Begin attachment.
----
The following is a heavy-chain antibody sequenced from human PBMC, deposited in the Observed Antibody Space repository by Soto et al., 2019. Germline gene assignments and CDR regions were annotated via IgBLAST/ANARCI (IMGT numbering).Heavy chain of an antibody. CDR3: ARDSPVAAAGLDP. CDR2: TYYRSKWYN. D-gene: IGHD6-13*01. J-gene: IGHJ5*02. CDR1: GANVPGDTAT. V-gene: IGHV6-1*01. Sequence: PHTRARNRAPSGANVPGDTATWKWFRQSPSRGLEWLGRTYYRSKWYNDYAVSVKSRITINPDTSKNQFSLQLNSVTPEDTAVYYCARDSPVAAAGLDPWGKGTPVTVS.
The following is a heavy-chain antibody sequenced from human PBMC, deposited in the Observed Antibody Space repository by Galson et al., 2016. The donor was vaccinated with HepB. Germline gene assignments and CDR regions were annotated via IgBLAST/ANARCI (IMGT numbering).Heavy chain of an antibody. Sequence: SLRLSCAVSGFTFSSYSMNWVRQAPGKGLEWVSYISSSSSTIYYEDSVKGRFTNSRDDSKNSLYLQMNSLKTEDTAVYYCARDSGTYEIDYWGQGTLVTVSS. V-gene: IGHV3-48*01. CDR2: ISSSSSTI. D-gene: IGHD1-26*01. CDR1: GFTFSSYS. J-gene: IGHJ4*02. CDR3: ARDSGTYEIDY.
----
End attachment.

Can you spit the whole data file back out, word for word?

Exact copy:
The following is a heavy-chain antibody sequenced from human PBMC, deposited in the Observed Antibody Space repository by Soto et al., 2019. Germline gene assignments and CDR regions were annotated via IgBLAST/ANARCI (IMGT numbering).Heavy chain of an antibody. CDR3: ARDSPVAAAGLDP. CDR2: TYYRSKWYN. D-gene: IGHD6-13*01. J-gene: IGHJ5*02. CDR1: GANVPGDTAT. V-gene: IGHV6-1*01. Sequence: PHTRARNRAPSGANVPGDTATWKWFRQSPSRGLEWLGRTYYRSKWYNDYAVSVKSRITINPDTSKNQFSLQLNSVTPEDTAVYYCARDSPVAAAGLDPWGKGTPVTVS.
The following is a heavy-chain antibody sequenced from human PBMC, deposited in the Observed Antibody Space repository by Galson et al., 2016. The donor was vaccinated with HepB. Germline gene assignments and CDR regions were annotated via IgBLAST/ANARCI (IMGT numbering).Heavy chain of an antibody. Sequence: SLRLSCAVSGFTFSSYSMNWVRQAPGKGLEWVSYISSSSSTIYYEDSVKGRFTNSRDDSKNSLYLQMNSLKTEDTAVYYCARDSGTYEIDYWGQGTLVTVSS. V-gene: IGHV3-48*01. CDR2: ISSSSSTI. D-gene: IGHD1-26*01. CDR1: GFTFSSYS. J-gene: IGHJ4*02. CDR3: ARDSGTYEIDY.